The U.S. Chamber of Carbon Commerce Does Not Speak for Us
The U.S. Chamber of Commerce doesn't really care about small business. It just wants its wealthiest backers to pollute forever.
We're very proud and excited to be partnering with 350.org on their new campaign: "The U.S. Chamber Doesn't Speak for Me." The message is simple: when it comes to climate and energy, the US Chamber of Commerce represents the interests of big polluters, not everyday American business.
Over the next couple of months, we're going to be asking you, GOOD people, to personally add your voice and stand with small business owners, local chambers of commerce, and concerned citizens around the country to declare that the "U.S. Chamber doesn't speak for me."
Then, even more importantly, we will join the ranks of 350.org's volunteers and fan out across the country to canvass local businesses—all those bakeries and beauty salons, colleges and chiropractors, pharmacies and fitness centers that belong to local chambers of commerce. We've be asking for signatures and taking photos and videos, all making that same proud declaration: "The U.S. Chamber doesn't speak for me."
If you're a business owner, go here to get involved directly.
For a lot more background on the U.S. Chamber's smoggy stance, please read this powerful op-ed by 350.org founder Bill McKibben.
It's a long and terrifying read, but an essential one. A couple points worth reiterating here.
This Ain't Your Local Florist/Hardware Store/Grocer's Chamber: While everyone thinks of the Chamber of Commerce as representing small business, the majority of the U.S. Chamber's revenue comes from just 16 companies. They aren't required (thanks to Citizens United) to disclose who those 16 companies are, but a look at their lobbying dollars makes it all too clear that the Big Fossils are calling the shots.
It claims to represent “three million businesses of all sizes, sectors, and regions.” The organization, that is, seems to speak for a country full of barbers and florists, car dealers, restaurant owners, and insurance salesmen, not to mention the small entrepreneurs who make up local and state chambers of commerce across the country.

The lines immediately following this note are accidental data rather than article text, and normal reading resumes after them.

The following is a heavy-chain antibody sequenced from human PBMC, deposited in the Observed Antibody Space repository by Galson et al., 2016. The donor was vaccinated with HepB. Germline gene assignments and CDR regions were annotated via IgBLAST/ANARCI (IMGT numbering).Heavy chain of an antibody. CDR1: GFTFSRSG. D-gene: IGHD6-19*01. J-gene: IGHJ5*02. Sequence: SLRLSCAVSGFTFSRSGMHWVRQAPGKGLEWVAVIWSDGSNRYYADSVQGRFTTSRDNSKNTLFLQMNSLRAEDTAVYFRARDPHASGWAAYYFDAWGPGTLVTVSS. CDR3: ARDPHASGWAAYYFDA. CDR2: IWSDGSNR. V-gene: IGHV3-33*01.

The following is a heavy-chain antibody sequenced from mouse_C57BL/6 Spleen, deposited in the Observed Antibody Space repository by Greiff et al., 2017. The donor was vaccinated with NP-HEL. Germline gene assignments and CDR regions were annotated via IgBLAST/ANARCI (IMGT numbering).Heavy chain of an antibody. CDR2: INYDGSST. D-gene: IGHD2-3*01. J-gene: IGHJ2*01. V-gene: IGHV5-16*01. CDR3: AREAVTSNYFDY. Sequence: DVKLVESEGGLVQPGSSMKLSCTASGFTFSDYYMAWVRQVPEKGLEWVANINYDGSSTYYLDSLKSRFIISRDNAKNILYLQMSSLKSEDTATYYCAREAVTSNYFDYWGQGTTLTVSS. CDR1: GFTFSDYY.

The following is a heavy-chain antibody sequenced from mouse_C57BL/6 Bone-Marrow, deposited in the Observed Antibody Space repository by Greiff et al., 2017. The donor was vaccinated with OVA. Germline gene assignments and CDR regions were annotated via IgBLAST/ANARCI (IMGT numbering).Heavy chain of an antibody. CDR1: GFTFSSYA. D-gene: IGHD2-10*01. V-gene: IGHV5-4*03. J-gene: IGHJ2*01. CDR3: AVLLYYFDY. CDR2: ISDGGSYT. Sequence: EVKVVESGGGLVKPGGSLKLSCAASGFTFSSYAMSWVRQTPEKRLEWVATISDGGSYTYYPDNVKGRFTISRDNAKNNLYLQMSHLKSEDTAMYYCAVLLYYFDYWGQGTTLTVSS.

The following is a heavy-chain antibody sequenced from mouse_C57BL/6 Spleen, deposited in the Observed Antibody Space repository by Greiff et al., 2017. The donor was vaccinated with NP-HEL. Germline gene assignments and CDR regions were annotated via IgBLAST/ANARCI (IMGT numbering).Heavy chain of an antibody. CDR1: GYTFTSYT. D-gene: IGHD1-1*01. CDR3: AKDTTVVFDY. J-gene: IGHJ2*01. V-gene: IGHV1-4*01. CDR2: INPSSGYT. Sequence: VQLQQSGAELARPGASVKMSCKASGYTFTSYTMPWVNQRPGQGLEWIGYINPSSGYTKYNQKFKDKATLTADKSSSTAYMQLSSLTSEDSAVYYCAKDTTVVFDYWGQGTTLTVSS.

At least when it comes to energy and climate, though, that claim is, politely put, a fib....55 percent of its funding came from just 16 companies, each of which gave more than a million dollars. It doesn’t have to say which companies, but by their deeds shall you know them.\n
Huge Money: The U.S. Chamber proudly "brags that it’s the biggest lobby in Washington, 'consistently leading the pack in lobbying expenditures.' The group spent as much as $33 million trying to influence the 2010 midterm elections, and has announced that it will beat that in 2012."
The Best and Brightest are Leaving: The U.S. Chamber's reactionary climate stance has driven some big companies like Apple to quit the organization entirely, and companies like Nike have left board because of it.
In 2009, for instance, one of its officials even demanded a “twenty-first century Scopes monkey trial” for global warming: “It would be the science of climate change on trial,” the Chamber’s senior vice-president for environment, technology, and regulatory affairs explained.
That didn’t go over so well. Several high-profile companies quit the chamber. Apple Computers, the very exemplar of the universe of cutting-edge technology, explained: “We would prefer that the chamber take a more progressive stance on this critical issue and play a constructive role in addressing the climate crisis.”
Other businesses complained that they hadn’t been consulted. Some, like Nike, quit the organization’s board. “We just weren’t clear in how decisions on climate and energy were being made,” said a Nike spokesman.\n
Losing its Base: Local Chambers of Commerce—those that actually represent the small businesses in our communities that we all wish the best and most prosperous futures for—are leaving in droves. In 2010 alone, at least 50 local Chambers—from Philadelphia to Pasadena, from South Carolina to Salt Lake City—publicly disassociated themselves with the national organization.
There's a lot more to it, including terrifying stories of the intimidation tactics the U.S. Chamber has used against its political opponents, and how the Chamber believes that humans can adapt to climate change better than businesses can. (I'm not making this up.) Read McKibben's plea, then head straight to 350.org's site and sign the declaration. We'll be in touch very soon with more details about how the GOOD community can chip in beyond that.